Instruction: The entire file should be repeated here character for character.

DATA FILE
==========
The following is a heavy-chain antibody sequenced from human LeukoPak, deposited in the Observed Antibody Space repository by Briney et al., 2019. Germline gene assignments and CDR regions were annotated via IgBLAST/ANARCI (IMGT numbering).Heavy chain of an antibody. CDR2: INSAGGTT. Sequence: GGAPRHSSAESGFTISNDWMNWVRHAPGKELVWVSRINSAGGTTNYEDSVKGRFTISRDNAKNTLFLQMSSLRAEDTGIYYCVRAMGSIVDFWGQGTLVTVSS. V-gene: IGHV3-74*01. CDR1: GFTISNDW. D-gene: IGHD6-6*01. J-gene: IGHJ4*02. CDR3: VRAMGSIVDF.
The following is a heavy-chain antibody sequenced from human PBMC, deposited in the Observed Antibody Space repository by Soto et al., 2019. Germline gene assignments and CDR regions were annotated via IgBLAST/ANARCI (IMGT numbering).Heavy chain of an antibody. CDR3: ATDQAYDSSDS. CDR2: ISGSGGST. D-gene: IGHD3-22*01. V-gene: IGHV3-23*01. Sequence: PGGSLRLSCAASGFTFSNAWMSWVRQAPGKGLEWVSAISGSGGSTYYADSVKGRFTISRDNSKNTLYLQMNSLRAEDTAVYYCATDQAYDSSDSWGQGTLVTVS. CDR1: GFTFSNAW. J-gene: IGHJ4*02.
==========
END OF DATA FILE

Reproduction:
The following is a heavy-chain antibody sequenced from human LeukoPak, deposited in the Observed Antibody Space repository by Briney et al., 2019. Germline gene assignments and CDR regions were annotated via IgBLAST/ANARCI (IMGT numbering).Heavy chain of an antibody. CDR2: INSAGGTT. Sequence: GGAPRHSSAESGFTISNDWMNWVRHAPGKELVWVSRINSAGGTTNYEDSVKGRFTISRDNAKNTLFLQMSSLRAEDTGIYYCVRAMGSIVDFWGQGTLVTVSS. V-gene: IGHV3-74*01. CDR1: GFTISNDW. D-gene: IGHD6-6*01. J-gene: IGHJ4*02. CDR3: VRAMGSIVDF.
The following is a heavy-chain antibody sequenced from human PBMC, deposited in the Observed Antibody Space repository by Soto et al., 2019. Germline gene assignments and CDR regions were annotated via IgBLAST/ANARCI (IMGT numbering).Heavy chain of an antibody. CDR3: ATDQAYDSSDS. CDR2: ISGSGGST. D-gene: IGHD3-22*01. V-gene: IGHV3-23*01. Sequence: PGGSLRLSCAASGFTFSNAWMSWVRQAPGKGLEWVSAISGSGGSTYYADSVKGRFTISRDNSKNTLYLQMNSLRAEDTAVYYCATDQAYDSSDSWGQGTLVTVS. CDR1: GFTFSNAW. J-gene: IGHJ4*02.